Creativity and Rationalizing Ethical Discrepancies

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Aha! See, this makes so much more sense to me than the more accepted trope of the analytical, scheming genius, if only because it only covers one personality. But the ability to rationalize what you’re doing, even if it’s wrong? That’s rampant in basically everyone.

Take procrastination for example. How many times have you thought or heard someone say “Oh, I procrastinate because I work better under pressure” or something similar? With that phrase, you’ve taken something that negatively impacts your productivity and told yourself that it’s a positive thing regardless of whether or not it’s true. That’s what being able to rationalize entails. People convince themselves with stories everyday that the guy in front of them meant specifically to cut them off, that the person at the register really does enjoy talking to you about your cats, that your significant other being quiet means they’re upset and haven’t voiced it yet. People good at these stories simply don’t recognize their evil as evil, because it’s so banal (Banality of Evil, people.)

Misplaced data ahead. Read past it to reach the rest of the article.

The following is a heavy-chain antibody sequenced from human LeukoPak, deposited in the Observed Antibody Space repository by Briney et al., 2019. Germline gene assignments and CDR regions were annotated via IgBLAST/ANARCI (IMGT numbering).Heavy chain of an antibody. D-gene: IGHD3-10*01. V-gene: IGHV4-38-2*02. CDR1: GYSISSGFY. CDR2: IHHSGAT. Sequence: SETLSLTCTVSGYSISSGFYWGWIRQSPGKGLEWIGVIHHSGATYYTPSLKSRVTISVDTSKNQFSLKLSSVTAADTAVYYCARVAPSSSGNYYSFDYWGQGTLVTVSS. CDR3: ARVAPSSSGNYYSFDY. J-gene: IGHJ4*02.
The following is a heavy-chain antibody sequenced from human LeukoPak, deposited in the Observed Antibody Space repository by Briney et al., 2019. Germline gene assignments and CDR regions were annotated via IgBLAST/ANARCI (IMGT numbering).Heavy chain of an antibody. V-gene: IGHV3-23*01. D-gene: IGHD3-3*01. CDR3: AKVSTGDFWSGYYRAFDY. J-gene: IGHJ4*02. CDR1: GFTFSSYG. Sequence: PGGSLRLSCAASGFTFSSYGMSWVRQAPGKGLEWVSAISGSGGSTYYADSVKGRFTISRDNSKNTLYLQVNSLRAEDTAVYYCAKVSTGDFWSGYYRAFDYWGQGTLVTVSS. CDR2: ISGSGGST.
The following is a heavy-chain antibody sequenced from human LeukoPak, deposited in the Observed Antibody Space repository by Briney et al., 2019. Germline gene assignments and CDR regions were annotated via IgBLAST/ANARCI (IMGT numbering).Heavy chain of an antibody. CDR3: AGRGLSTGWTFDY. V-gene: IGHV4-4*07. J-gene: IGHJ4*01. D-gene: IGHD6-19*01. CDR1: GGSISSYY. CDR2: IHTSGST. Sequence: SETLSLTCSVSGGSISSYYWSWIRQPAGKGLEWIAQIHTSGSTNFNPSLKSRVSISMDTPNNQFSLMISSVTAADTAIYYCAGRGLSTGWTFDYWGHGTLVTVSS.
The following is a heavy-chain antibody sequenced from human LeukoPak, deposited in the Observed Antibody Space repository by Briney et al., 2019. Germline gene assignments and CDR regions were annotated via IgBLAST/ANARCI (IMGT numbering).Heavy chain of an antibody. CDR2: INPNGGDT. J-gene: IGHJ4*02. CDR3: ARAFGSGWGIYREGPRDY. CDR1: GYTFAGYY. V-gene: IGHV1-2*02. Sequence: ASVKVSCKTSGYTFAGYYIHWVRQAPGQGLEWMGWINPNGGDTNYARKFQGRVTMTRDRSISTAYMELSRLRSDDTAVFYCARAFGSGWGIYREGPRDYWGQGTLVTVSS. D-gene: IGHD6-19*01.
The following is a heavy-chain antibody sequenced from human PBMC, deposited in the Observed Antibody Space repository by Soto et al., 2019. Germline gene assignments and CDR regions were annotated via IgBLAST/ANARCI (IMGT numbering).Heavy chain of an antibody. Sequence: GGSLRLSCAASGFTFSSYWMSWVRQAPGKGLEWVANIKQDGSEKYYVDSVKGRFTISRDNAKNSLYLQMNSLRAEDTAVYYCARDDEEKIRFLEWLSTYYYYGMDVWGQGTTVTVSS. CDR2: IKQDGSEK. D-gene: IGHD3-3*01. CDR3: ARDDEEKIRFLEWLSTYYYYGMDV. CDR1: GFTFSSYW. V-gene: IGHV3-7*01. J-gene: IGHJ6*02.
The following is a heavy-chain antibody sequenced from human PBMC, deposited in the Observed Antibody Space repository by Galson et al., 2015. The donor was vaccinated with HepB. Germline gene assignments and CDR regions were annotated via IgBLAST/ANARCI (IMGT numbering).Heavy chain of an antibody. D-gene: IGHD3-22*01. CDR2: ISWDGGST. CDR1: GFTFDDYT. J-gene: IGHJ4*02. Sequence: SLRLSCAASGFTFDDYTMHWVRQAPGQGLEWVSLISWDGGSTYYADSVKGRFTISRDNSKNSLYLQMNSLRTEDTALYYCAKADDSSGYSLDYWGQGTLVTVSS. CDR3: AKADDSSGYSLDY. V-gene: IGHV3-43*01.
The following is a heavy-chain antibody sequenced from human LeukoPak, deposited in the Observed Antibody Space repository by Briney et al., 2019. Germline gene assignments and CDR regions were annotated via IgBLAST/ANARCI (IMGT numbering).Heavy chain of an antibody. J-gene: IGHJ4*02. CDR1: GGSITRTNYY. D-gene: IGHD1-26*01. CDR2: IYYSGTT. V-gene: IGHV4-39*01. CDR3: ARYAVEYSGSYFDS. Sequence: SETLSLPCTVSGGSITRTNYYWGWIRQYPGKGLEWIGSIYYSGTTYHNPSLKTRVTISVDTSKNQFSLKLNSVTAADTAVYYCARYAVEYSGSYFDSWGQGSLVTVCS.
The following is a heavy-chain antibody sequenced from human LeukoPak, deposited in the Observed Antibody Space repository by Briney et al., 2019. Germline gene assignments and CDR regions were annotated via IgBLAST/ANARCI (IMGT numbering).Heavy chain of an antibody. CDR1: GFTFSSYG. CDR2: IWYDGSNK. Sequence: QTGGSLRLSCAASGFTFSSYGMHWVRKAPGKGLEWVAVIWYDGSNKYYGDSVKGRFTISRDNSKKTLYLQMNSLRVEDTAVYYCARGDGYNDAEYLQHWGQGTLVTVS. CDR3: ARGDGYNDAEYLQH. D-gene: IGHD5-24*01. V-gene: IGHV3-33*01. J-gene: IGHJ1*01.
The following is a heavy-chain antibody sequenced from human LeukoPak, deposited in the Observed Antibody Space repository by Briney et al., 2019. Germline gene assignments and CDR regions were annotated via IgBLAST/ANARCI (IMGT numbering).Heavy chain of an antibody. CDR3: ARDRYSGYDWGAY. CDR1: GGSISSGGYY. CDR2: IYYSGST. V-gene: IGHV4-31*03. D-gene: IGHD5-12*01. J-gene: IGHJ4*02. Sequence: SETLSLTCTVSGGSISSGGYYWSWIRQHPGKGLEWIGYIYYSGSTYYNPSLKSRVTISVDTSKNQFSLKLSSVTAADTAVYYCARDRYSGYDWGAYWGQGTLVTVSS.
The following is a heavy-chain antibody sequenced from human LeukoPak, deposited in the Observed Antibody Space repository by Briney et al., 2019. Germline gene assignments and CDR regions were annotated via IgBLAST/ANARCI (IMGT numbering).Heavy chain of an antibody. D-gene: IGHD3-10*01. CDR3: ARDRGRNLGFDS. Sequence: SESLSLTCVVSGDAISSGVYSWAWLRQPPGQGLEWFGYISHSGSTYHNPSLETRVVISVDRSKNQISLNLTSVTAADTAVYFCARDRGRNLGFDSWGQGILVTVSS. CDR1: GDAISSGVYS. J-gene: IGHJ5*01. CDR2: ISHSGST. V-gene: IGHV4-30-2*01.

It’s very easy to think that dishonesty is only a function of the individual, but the reality is that the environment plays a big role. You cheat when the rules are flexible or not very clear and when you have a conflict of interest or a reason to have a biased perception of reality.

We see this in many psychological studies, including the infamous Stanford Prison Experiment where flexibility or a specific point of view changes a person’s take on ethical and moral behavior. And the people studied don’t come in with a plan of action to cause harm to others; they’re just adept and creative enough to convince themselves that harm isn’t what they’re doing.

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